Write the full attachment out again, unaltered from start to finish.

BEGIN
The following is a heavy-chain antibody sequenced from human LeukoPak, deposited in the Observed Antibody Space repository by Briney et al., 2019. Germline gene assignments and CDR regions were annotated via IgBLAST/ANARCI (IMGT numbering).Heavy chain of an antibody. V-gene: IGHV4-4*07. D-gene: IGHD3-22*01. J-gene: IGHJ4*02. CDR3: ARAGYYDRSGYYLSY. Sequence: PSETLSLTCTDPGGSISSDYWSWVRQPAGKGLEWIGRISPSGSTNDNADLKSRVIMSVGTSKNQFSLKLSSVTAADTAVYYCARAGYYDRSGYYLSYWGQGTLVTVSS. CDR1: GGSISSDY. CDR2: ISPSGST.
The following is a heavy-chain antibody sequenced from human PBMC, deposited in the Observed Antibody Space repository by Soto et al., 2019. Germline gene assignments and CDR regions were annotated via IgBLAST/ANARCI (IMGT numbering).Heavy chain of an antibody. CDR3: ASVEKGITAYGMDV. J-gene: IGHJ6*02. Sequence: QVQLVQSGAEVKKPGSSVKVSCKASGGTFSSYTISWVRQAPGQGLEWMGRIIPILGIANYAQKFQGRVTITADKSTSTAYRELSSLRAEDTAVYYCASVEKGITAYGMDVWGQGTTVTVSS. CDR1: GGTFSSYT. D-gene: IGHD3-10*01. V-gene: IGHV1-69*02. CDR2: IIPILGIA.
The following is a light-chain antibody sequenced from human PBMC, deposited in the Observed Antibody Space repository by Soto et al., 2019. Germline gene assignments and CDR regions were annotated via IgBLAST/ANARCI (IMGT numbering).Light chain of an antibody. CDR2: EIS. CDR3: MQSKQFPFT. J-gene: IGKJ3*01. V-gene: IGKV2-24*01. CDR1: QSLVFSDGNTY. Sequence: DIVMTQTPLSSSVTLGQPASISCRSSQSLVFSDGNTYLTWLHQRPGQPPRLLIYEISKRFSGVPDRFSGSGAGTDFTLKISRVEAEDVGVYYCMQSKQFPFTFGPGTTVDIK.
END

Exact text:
The following is a heavy-chain antibody sequenced from human LeukoPak, deposited in the Observed Antibody Space repository by Briney et al., 2019. Germline gene assignments and CDR regions were annotated via IgBLAST/ANARCI (IMGT numbering).Heavy chain of an antibody. V-gene: IGHV4-4*07. D-gene: IGHD3-22*01. J-gene: IGHJ4*02. CDR3: ARAGYYDRSGYYLSY. Sequence: PSETLSLTCTDPGGSISSDYWSWVRQPAGKGLEWIGRISPSGSTNDNADLKSRVIMSVGTSKNQFSLKLSSVTAADTAVYYCARAGYYDRSGYYLSYWGQGTLVTVSS. CDR1: GGSISSDY. CDR2: ISPSGST.
The following is a heavy-chain antibody sequenced from human PBMC, deposited in the Observed Antibody Space repository by Soto et al., 2019. Germline gene assignments and CDR regions were annotated via IgBLAST/ANARCI (IMGT numbering).Heavy chain of an antibody. CDR3: ASVEKGITAYGMDV. J-gene: IGHJ6*02. Sequence: QVQLVQSGAEVKKPGSSVKVSCKASGGTFSSYTISWVRQAPGQGLEWMGRIIPILGIANYAQKFQGRVTITADKSTSTAYRELSSLRAEDTAVYYCASVEKGITAYGMDVWGQGTTVTVSS. CDR1: GGTFSSYT. D-gene: IGHD3-10*01. V-gene: IGHV1-69*02. CDR2: IIPILGIA.
The following is a light-chain antibody sequenced from human PBMC, deposited in the Observed Antibody Space repository by Soto et al., 2019. Germline gene assignments and CDR regions were annotated via IgBLAST/ANARCI (IMGT numbering).Light chain of an antibody. CDR2: EIS. CDR3: MQSKQFPFT. J-gene: IGKJ3*01. V-gene: IGKV2-24*01. CDR1: QSLVFSDGNTY. Sequence: DIVMTQTPLSSSVTLGQPASISCRSSQSLVFSDGNTYLTWLHQRPGQPPRLLIYEISKRFSGVPDRFSGSGAGTDFTLKISRVEAEDVGVYYCMQSKQFPFTFGPGTTVDIK.